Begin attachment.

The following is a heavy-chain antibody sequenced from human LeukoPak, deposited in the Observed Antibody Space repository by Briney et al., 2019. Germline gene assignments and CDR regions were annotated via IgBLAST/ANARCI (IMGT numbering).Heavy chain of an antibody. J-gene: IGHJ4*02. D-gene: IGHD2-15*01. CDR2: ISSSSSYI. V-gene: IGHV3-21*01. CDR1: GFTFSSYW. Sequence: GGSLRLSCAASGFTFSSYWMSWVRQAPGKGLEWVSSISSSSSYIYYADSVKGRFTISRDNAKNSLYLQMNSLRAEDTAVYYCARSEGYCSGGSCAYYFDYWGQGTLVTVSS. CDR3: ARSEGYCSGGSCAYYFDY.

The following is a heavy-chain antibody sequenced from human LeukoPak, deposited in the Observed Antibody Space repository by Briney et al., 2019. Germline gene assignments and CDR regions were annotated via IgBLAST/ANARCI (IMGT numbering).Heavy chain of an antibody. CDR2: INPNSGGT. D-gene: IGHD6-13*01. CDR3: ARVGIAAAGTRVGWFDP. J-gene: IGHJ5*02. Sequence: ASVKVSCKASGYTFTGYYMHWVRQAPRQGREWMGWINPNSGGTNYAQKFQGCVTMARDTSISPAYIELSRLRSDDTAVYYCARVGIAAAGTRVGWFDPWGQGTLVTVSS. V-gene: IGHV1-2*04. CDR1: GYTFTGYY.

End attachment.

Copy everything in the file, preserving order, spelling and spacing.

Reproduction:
The following is a heavy-chain antibody sequenced from human LeukoPak, deposited in the Observed Antibody Space repository by Briney et al., 2019. Germline gene assignments and CDR regions were annotated via IgBLAST/ANARCI (IMGT numbering).Heavy chain of an antibody. J-gene: IGHJ4*02. D-gene: IGHD2-15*01. CDR2: ISSSSSYI. V-gene: IGHV3-21*01. CDR1: GFTFSSYW. Sequence: GGSLRLSCAASGFTFSSYWMSWVRQAPGKGLEWVSSISSSSSYIYYADSVKGRFTISRDNAKNSLYLQMNSLRAEDTAVYYCARSEGYCSGGSCAYYFDYWGQGTLVTVSS. CDR3: ARSEGYCSGGSCAYYFDY.

The following is a heavy-chain antibody sequenced from human LeukoPak, deposited in the Observed Antibody Space repository by Briney et al., 2019. Germline gene assignments and CDR regions were annotated via IgBLAST/ANARCI (IMGT numbering).Heavy chain of an antibody. CDR2: INPNSGGT. D-gene: IGHD6-13*01. CDR3: ARVGIAAAGTRVGWFDP. J-gene: IGHJ5*02. Sequence: ASVKVSCKASGYTFTGYYMHWVRQAPRQGREWMGWINPNSGGTNYAQKFQGCVTMARDTSISPAYIELSRLRSDDTAVYYCARVGIAAAGTRVGWFDPWGQGTLVTVSS. V-gene: IGHV1-2*04. CDR1: GYTFTGYY.